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Buying a co-op: The things that matter

You've been interested in purchasing either a condo or a cooperative housing project. You have the money to put down on either, but you're not sure which one will end up making you more money in the end. You want to have an easy lifestyle there and also to obtain investors into your community.

There are benefits to both co-ops and condos, depending on the situation. Here are a few things to consider about a cooperative and what having one entails for the board and its residents.

Should you buy a cooperative housing project?

Co-op housing is special in that it's owned by a small corporation. If you decide to own a co-op, anyone who purchases a home is essentially buying a share of your corporation. That share entitles the buyer to a leasehold on that unit.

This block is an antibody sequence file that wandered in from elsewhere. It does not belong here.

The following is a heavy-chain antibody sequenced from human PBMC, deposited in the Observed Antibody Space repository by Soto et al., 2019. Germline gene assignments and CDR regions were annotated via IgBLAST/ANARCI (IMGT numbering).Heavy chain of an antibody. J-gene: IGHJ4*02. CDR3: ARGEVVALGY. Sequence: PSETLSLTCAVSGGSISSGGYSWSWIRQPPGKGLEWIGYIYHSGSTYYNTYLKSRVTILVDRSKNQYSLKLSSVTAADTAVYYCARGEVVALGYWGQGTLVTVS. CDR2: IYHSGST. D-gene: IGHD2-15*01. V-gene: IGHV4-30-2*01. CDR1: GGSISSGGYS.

Co-op residents typically pay monthly maintenance fees, which cover things like the co-op's lawn care, maintenance, real-estate taxes and staff wages. In a condo, the difference is that the resident pays property taxes, and there is usually a low association fee for being part of the community.

Co-ops are harder to exit once you buy into them. If an occupant decides to sell his or her shares, the board may decide to tax him or her for doing so if the sale happens too quickly after the initial purchase. On the other hand, if you choose a condo, you can sell and buy as and when you wish, although the homeowner's association at the community may wish to have some say in who purchases the property.

Source: Bankrate, "Weigh pluses and minuses of owning co-op," Steve McLinden, accessed Nov. 02, 2017

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